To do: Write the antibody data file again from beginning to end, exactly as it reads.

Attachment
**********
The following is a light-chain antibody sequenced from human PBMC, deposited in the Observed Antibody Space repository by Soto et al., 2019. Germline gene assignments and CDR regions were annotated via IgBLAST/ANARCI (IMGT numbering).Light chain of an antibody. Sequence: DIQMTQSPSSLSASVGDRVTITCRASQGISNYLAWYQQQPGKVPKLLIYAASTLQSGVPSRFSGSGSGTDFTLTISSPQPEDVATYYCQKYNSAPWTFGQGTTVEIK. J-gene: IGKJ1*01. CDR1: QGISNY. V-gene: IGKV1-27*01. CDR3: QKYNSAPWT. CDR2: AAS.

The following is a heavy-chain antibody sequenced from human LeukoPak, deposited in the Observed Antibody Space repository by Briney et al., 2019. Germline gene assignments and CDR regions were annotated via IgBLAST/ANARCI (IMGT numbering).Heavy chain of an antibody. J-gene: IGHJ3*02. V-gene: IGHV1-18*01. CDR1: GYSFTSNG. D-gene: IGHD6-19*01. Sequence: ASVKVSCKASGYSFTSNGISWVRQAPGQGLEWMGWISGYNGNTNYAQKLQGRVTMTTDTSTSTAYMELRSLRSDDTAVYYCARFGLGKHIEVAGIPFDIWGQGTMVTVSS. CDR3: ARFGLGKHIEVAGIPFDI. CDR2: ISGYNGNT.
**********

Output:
The following is a light-chain antibody sequenced from human PBMC, deposited in the Observed Antibody Space repository by Soto et al., 2019. Germline gene assignments and CDR regions were annotated via IgBLAST/ANARCI (IMGT numbering).Light chain of an antibody. Sequence: DIQMTQSPSSLSASVGDRVTITCRASQGISNYLAWYQQQPGKVPKLLIYAASTLQSGVPSRFSGSGSGTDFTLTISSPQPEDVATYYCQKYNSAPWTFGQGTTVEIK. J-gene: IGKJ1*01. CDR1: QGISNY. V-gene: IGKV1-27*01. CDR3: QKYNSAPWT. CDR2: AAS.

The following is a heavy-chain antibody sequenced from human LeukoPak, deposited in the Observed Antibody Space repository by Briney et al., 2019. Germline gene assignments and CDR regions were annotated via IgBLAST/ANARCI (IMGT numbering).Heavy chain of an antibody. J-gene: IGHJ3*02. V-gene: IGHV1-18*01. CDR1: GYSFTSNG. D-gene: IGHD6-19*01. Sequence: ASVKVSCKASGYSFTSNGISWVRQAPGQGLEWMGWISGYNGNTNYAQKLQGRVTMTTDTSTSTAYMELRSLRSDDTAVYYCARFGLGKHIEVAGIPFDIWGQGTMVTVSS. CDR3: ARFGLGKHIEVAGIPFDI. CDR2: ISGYNGNT.